An excellent biography of an extraordinary man.
If you haven’t already delved into Victorian football this book will whet your appetite and also provide you with new opportunities to explore the early years of what is now the Global Game through, to give him his full title, Arthur Fitzgerald Kinnaird, the 11th Lord Kinnaird.
Just where do you start with this man of many facets? Kinnaird the footballer? The humanitarian? The politician? The administrator?
Of all these, prior to reading this book I was aware of Arthur Kinnaird’s’ exploits in football from my interest and knowledge of the FA Cup, especially during the Victorian era, with an additional insight provided by the Netflix mini-series The English Game, which although not totally historically accurate was an otherwise excellent programme.
Author Andy Mitchell has written a number of other football books, primarily concerning Scottish football, and here he has utilised a great source for this biography, with access to the family records and Arthur Kinnaird’s personal papers and scrapbooks through Kinnaird’s great-granddaughter, the Hon. Caroline Best, proving invaluable. Overall, the book is well written and concise, although I would have preferred some expansion in some areas of the book. The source material though enables Michell to provide readers with detail of his life outside of his football career, which in itself was so influential.
Despite Kinnaird’s Old Etonian education and wealthy family background he was extremely pious and cared greatly for social issues especially those affecting the poor. Along with his wife he used these attributes to be influential in the establishment of the YMCA and YWCA. Indeed, his early philanthropic leanings saw the couple teaching the children of the poor to read and write, with Kinnaird involved himself in a range of areas specifically those of a humanitarian nature covering education (for the poor and refugees), religion, poverty relief and health, as well as political and financial. As a Member of the House of Lords, he was a politician with a conscience, something those in positions of power and wealth today would do well to remember.
Kinnaird’s legacy to football came in two ways. On the pitch as a player, he was undeniably the superstar of his day, the Victorian Pele, Maradona, Ronaldo or Messi. Mitchell details his football career quite extensively, covering the great teams of the period with Kinnaird playing for Wanderers and Old Etonians, earning himself five winners’ medals from the nine appearances he made in FA Cup finals between 1873 and 1883. Additionally, he was involved in setting up the first international games between England and Scotland, and despite being born in London, as a son of an old Perthshire family, he turned out for the Scots.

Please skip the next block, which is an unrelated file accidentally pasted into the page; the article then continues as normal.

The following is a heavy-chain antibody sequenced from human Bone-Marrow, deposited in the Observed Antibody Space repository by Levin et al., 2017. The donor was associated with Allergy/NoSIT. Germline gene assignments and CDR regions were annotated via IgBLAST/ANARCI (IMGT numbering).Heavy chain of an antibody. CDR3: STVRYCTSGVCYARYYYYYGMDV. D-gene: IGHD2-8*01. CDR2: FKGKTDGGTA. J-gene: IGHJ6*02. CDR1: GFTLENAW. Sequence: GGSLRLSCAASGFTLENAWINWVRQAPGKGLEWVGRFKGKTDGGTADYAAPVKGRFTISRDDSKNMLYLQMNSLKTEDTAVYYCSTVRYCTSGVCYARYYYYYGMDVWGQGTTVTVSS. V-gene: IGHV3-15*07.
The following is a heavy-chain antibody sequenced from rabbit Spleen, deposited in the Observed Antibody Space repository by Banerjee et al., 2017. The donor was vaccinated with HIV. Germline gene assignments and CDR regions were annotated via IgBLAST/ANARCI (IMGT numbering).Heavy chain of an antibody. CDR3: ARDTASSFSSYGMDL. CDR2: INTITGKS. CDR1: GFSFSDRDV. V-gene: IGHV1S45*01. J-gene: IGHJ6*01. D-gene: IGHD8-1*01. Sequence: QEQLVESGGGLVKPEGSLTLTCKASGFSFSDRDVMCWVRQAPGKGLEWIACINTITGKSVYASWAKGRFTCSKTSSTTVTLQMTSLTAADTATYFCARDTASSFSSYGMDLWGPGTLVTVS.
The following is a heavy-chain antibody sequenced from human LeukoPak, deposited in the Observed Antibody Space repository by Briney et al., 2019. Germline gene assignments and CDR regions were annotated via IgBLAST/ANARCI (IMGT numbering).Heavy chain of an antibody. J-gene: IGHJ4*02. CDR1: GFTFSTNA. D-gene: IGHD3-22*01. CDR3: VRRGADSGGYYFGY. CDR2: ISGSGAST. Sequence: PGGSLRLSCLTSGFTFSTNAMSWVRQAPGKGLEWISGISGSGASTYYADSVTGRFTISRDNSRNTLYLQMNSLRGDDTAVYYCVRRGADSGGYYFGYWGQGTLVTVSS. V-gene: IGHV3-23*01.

Off the pitch, he was involved in the evolution of football as an administrator, where Kinnaird worked hard to standardise the rules of game and was involved in the formation of the English Football Association (The FA), serving as President for 33 years. During his stewardship, he oversaw the introduction of professionalism within the game, as the influence of the Southern public schools and the upper classes was usurped by the North and its professional teams, with this battle also featured within the aforementioned Netflix series.
Besides Kinnaird’s story, what I also loved about the book were the reproduction of newspaper articles and memorabilia from his own scrapbook which paves the way for readers to exploring more about football in the Victorian era in conjunction with an extensive bibliography.
Purely from a football perspective, this is where I would have wanted more, however, the reality is this is a biography of the man, not simply a history of Victorian football. Readers should be aware that the author assumes a level of knowledge around the formation and tactics of the Victorian game which were significantly different to that the modern fan is used to, and which evolved during Kinnaird’s playing and administrative career.
Overall though Mitchell has produced an excellent read and as I say will lead the curious amongst readers down a wormhole through the origins of the Victorian game and one of its significant influencers.
(Independently Published. March 2020. Paperback: 189 pages)